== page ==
Afrobella: Seeing as my blog is called Afrobella…what are your thoughts on the natural hair movement? You rock your hair in a fabulous, free, natural look and I love it! Do you read natural hair blogs? Where have you found the best information in terms of caring for your hair?
Janet Mock: I think beauty is our way of putting our best face forward so that we can individually conquer the space we inhabit. I have no opinion either way on how any woman chooses to wear her hair. It’s HER hair. As long as she is happy, I’m all for it. But I must admit that throughout high school, I wore all kinds of hairstyles, from braids and weaves to perms and crazy bleached out highlights. But the happiest I have been has been with my current wash and go routine. To me, wearing my hair curly is about me embracing my truth, embracing the unique beauty that I have been blessed with. Maybe in high school, I was still searching for my true self. Maybe that’s why I was all over the place with my beauty routine, and now, I know myself and I know the look that represents me at my best. It just happens to be the look that our creator blessed me with.
I’ve gained experience and knowledge with my beauty routine by trial and error. I’m open to new products and new colors, but not new stylists. I’ve been with the same stylist, Chris from Little Hair Shoppe in New York’s East Village, for more than five years and we’ve gone through a range of highlights and low-lights and tons of cuts. But overall we’ve had fun with my hair and definitely made some mistakes together that we’ll never make again.
Afrobella: What do you love about the ‘traditional’ external trappings of femininity. Are there any that annoy you?
Janet Mock: I hate walking to work in heels, but I have to have a complete outfit with the right proportions so I tend to walk to work in heels. I hate tweezing my eyebrows, but I have to in order to achieve my most enhancing arch so I pluck my brows. I hate using eye makeup remover (Kiehls supremely gentle) but I do so at the end of a workday because I want to be free to rub up against my boyfriend at home while watching Netflix. These are the beautiful inconveniences that help make up the sum of my womanhood – and I endure and accomplish these tasks with great pride and joy because at the end of the day I feel incredibly blessed and lucky to be me.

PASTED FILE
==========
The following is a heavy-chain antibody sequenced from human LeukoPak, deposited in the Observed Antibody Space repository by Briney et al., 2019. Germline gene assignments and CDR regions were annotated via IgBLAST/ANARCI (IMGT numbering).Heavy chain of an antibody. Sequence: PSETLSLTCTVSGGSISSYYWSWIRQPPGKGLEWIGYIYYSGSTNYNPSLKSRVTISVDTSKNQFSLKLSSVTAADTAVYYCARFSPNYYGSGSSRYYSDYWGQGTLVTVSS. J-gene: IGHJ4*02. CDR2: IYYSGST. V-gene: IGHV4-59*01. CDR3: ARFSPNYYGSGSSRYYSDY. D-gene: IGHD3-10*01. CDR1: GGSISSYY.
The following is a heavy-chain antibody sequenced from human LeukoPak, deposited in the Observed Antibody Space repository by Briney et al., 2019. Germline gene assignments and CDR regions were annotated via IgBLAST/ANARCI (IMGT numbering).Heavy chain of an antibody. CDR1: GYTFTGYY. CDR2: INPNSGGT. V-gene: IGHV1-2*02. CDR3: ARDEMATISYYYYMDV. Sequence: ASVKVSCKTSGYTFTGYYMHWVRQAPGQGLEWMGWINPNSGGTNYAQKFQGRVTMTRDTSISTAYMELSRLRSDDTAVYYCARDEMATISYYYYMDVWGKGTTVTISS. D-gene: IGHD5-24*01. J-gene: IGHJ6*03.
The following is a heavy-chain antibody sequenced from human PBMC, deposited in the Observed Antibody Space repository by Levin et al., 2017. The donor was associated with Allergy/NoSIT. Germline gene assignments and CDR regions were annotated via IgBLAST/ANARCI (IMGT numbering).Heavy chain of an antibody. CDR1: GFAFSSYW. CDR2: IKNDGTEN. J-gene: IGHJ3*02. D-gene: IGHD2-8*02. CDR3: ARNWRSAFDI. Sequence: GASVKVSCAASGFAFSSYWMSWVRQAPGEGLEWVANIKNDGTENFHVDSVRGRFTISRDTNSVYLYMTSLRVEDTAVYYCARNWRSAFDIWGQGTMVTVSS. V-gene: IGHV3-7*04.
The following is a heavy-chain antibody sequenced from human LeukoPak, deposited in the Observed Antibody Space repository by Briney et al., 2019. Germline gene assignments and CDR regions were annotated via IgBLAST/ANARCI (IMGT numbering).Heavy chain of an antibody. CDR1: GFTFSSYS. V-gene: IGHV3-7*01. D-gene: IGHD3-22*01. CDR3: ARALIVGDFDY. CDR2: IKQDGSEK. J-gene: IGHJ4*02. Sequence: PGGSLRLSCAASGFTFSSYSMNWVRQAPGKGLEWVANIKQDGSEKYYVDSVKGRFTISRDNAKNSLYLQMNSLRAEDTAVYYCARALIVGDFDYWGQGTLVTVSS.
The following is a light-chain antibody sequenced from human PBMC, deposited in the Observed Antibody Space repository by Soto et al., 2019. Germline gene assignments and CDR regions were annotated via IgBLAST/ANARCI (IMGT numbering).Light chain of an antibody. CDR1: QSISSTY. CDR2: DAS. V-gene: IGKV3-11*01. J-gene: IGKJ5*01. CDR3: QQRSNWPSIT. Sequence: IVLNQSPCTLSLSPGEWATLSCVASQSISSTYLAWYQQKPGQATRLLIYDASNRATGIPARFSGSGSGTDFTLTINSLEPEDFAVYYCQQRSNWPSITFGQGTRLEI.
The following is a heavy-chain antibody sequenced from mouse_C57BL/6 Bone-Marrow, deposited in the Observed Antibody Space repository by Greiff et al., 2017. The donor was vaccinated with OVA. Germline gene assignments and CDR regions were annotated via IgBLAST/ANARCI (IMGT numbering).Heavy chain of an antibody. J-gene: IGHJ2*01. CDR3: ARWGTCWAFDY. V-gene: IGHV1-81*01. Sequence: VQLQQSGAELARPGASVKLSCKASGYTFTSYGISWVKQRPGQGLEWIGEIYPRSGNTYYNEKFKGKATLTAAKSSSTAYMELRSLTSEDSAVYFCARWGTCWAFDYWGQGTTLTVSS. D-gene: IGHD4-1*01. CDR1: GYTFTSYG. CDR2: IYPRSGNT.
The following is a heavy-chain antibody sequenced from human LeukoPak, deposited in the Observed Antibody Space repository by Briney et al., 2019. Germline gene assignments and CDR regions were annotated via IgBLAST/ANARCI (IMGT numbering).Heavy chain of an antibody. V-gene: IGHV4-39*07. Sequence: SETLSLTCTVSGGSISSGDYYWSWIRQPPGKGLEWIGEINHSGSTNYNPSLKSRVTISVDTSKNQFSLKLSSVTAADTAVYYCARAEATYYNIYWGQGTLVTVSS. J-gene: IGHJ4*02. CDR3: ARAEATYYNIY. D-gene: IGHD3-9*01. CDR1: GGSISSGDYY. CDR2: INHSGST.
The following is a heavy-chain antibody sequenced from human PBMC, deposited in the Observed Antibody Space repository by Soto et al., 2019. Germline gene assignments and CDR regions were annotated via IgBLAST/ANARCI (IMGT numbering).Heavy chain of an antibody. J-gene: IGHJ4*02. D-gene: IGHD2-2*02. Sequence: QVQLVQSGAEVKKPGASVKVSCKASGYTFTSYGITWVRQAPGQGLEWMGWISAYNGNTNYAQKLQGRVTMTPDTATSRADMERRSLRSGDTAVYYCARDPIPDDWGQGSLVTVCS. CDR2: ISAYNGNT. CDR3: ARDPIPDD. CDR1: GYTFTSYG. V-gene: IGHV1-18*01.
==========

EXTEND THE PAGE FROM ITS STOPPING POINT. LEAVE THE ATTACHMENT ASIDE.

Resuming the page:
Afrobella: Who have been your beauty inspirations? I’m talking both personally, or celeb based.
Janet Mock: I have a “hybrid beauty icon” and a beauty guru. Let’s start with my beauty guru: Kevyn Aucoin. When I was 16 years old and didn’t know how to apply makeup I borrowed Making Faces from a close friend and learned how to discover and achieve my best face. Mr. Aucoin gave me the tools I needed to develop my makeup routine, which I haven’t changed since the age of 16. His book has been my beauty bible, and I like to think he’s my angel guiding me with every stroke of my makeup brush.
My beauty icons are a hybrid of Katharine Hepburn, Iman and Halle Berry: I love Hepburn’s fearlessness, Iman’s timelessness, and Halle’s effortlessness. They are my beauty trifecta.
Afrobella: What’s your best beauty advice for women (and men) who can identify with your story?
Janet Mock: My best beauty advice for any woman – trans or non-trans – would be to embrace your truth because the moment you embrace the unique beauty that is you and your journey you light up from within and no one – no cosmetic, no conditioner, no concealer – can touch that kind of beauty. It’s your best asset.
Thank you Janet for being so open and so accessible!
Bellas and fellas, you can follow Janet on Twitter at @janetmock and connect with her on Facebook.com/musingsonlove. And of course, leave a comment right here!
Sites That Link to this Post
- Janet Mock Interview | jadebolden | June 14, 2011
- Snapshots of Our Work | GLAADBlog.org | June 15, 2011
- Snapshots of Our Work | LGBT Human Rights. Gay News, Entertainment, Travel | June 15, 2011
- The Janet Mock Story « Emily Cotton Top | January 21, 2013
- The Janet Mock Story | Black Hair Information Community | January 22, 2013